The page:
Make sure to look up on Sunday night to catch the only supermoon of 2017.
The moon will become totally full at about 7:47 a.m. local time on Sunday and will officially reach perigee (the closest point in its orbit to the earth) on Dec. 4 at 12:45 a.m. local time, when it will be 222,135 miles away from Earth, according to space.com.
Supermoons happen when a full moon approximately coincides with the moon’s perigee, making it appear up to 14 percent larger and 30 percent brighter than normal, according to space.com.
The perigee for this supermoon isn’t the closest of the year; that happened on May 25, when the moon was 221,958 miles away from Earth. But since the date didn’t coincide with a full moon, it didn’t qualify as a supermoon.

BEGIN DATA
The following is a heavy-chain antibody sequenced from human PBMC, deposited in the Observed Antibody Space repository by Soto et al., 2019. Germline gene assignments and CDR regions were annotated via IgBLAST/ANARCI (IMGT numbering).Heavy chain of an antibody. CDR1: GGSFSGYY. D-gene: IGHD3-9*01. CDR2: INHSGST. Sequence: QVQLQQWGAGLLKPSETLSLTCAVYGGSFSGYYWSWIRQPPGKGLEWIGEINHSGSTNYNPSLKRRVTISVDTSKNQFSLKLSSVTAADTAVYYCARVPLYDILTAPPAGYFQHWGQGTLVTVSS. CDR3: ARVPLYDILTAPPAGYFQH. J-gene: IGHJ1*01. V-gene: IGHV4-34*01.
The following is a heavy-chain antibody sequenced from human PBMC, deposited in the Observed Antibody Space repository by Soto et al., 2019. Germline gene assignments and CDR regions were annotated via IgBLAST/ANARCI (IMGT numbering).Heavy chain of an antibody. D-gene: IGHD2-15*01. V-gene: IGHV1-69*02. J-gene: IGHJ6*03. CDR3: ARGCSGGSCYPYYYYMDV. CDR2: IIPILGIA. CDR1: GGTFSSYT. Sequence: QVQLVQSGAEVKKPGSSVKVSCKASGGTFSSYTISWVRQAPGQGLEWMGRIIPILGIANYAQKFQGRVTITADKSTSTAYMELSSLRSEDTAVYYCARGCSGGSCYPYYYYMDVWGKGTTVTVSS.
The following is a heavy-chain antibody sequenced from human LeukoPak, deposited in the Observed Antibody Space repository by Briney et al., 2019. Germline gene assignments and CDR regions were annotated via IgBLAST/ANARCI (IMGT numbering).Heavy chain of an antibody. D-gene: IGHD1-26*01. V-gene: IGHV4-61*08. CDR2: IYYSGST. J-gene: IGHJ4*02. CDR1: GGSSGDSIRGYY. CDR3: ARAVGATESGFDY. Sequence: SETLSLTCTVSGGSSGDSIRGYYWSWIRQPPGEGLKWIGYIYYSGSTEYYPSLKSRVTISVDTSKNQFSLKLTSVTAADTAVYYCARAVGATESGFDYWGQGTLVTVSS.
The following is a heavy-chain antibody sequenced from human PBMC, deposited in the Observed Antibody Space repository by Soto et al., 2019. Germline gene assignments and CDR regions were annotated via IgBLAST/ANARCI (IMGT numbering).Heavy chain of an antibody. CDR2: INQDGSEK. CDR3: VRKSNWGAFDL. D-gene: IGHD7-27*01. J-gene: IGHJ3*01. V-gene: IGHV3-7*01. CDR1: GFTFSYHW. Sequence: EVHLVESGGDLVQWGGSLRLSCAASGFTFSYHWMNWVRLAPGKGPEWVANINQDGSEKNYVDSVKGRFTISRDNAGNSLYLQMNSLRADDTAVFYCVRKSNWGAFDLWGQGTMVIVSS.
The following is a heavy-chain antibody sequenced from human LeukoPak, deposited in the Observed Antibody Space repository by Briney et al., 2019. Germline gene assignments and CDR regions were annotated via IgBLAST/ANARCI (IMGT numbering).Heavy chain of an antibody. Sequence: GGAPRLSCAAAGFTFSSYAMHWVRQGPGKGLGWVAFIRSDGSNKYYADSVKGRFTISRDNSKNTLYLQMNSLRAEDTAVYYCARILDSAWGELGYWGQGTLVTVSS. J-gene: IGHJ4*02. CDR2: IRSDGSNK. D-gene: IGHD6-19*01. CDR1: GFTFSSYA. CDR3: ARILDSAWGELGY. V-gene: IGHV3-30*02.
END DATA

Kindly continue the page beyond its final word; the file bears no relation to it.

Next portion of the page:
Not only will the moon appear brighter and larger, but we will also see some of the biggest tides of the year (king tides).
Tides are enhanced when Earth is at perihelion (the closest point in its orbit to the sun) and the moon is at perigee, according to PG&E meteorologist John Lindsey. The gravitational forces exerted by the moon and sun are at their greatest at this time.
This tugging produces a tidal “bulge,” or area of higher sea level on the ocean’s surface.
On Dec. 4, the high tide will reach 6.8 feet at 9:30 a.m. at Port San Luis. Later in the day, the low tide will drop to -1.5 feet.
Tribune staff contributed to this report.